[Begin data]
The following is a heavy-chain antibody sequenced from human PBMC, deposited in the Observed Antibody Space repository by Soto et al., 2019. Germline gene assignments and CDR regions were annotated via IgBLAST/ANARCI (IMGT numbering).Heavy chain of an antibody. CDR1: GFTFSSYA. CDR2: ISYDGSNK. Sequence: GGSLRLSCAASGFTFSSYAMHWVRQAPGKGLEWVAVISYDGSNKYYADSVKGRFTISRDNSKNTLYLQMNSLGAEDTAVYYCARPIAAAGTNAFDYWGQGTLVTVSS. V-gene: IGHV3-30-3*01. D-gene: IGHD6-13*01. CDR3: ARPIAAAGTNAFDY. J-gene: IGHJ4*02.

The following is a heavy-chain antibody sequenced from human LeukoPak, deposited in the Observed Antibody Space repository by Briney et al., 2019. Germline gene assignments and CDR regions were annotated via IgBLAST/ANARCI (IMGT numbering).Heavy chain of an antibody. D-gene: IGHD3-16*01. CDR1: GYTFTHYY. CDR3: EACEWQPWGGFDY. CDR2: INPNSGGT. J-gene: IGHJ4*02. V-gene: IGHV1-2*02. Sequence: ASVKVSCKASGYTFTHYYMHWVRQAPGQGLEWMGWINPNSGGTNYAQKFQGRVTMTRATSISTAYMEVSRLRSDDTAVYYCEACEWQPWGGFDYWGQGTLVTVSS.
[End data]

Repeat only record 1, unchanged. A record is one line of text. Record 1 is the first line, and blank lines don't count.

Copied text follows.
The following is a heavy-chain antibody sequenced from human PBMC, deposited in the Observed Antibody Space repository by Soto et al., 2019. Germline gene assignments and CDR regions were annotated via IgBLAST/ANARCI (IMGT numbering).Heavy chain of an antibody. CDR1: GFTFSSYA. CDR2: ISYDGSNK. Sequence: GGSLRLSCAASGFTFSSYAMHWVRQAPGKGLEWVAVISYDGSNKYYADSVKGRFTISRDNSKNTLYLQMNSLGAEDTAVYYCARPIAAAGTNAFDYWGQGTLVTVSS. V-gene: IGHV3-30-3*01. D-gene: IGHD6-13*01. CDR3: ARPIAAAGTNAFDY. J-gene: IGHJ4*02.